Media stocks trail at halftime

First-quarter ills ease just a bit as economy pummels THR Showbiz 50

It was a tough first half for big media and entertainment stocks as economic sluggishness, company-specific concerns and broader market declines — particularly pronounced in June — dragged down shares of all sector giants.

All conglomerates except for Viacom hit 52-week and other lows during the first quarter, while the second quarter saw News Corp., CBS Corp. and Sony tumble even farther.

Viacom also went into free-fall mode and hit lows during the second quarter, hurt by a cable network advertising revenue warning and concerns about a possible loss of its DreamWorks partnership. It leaves the stock as the biggest loser among sector giants at the half-year point.

Only 11 names on The Hollywood Reporter Showbiz 50 stock index finished first-half 2008 above their 2007 close, led by video game firm Take-Two Interactive, which Electronic Arts has been trying to buy. Its 39% gain is followed by Warner Music Group and Marvel (up 20% each) and DreamWorks Animation (up 17%).

These and a handful of other gainers helped the Showbiz 50 make up a bit of its 17.8% first-quarter decline to end June with a 15.2% deficit. That's still worse than the midyear 12.8% decline in the S&P 500, which was down 9.9% in the first quarter.

But most entertainment conglomerates are way off year-to-date, though Disney managed to do better than its peers (down 3%) as its theme parks have held up better than some had expected in a sluggish economy.

Many on Wall Street remain skeptical about the sector's near-term outlook, but some said a rebound in large entertainment stocks could start this year.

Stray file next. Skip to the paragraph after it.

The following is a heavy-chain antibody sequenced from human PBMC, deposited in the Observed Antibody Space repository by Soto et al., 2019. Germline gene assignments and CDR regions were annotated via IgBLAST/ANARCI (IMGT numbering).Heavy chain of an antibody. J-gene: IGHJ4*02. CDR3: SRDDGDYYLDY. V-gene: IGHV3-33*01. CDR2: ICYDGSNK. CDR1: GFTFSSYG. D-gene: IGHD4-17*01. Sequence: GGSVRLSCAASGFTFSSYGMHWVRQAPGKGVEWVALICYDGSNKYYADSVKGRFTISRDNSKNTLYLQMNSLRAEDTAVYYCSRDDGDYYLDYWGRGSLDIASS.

Concerns about the U.S. economy, the continuing credit crunch and rising prices for oil and other commodities "are sending investors away from consumer discretionary stocks" and ad-dependent stocks, Miller Tabak analyst David Joyce said.

Added Dennis Leibowitz, managing general partner at hedge fund Act II Partners, "The maturation of DVD and a projected soft third-quarter boxoffice because of (tough) comparisons are other reasons" for the malaise.

In mid-June, Citi chief U.S. stock market strategist Tobias Levkovich reduced his rating on media stocks from "overweight" to "market weight." His argument: The S&P media index outperformed the S&P 500 early this year, and "media has historically performed poorly during periods of soft consumer confidence." As a result, he sees more upside in transportation, insurance, pharmaceuticals and other industries.

Asked why a weak economy doesn't help entertainment stocks, which often are seen as recession-resistant, he said: "That's already built in to expectations. What you have to do is get beyond the expectations" to gain investors' confidence.

Hal Vogel, president of Vogel Capital Management, also is looking to make money outside of entertainment. "Favorable stocks are not in this sector. I'm trading elsewhere," he said.

The biggest loser on the Showbiz 50 year-to-date is cinema ad firm National CineMedia, which has struggled with near-term challenges. (partialdiff)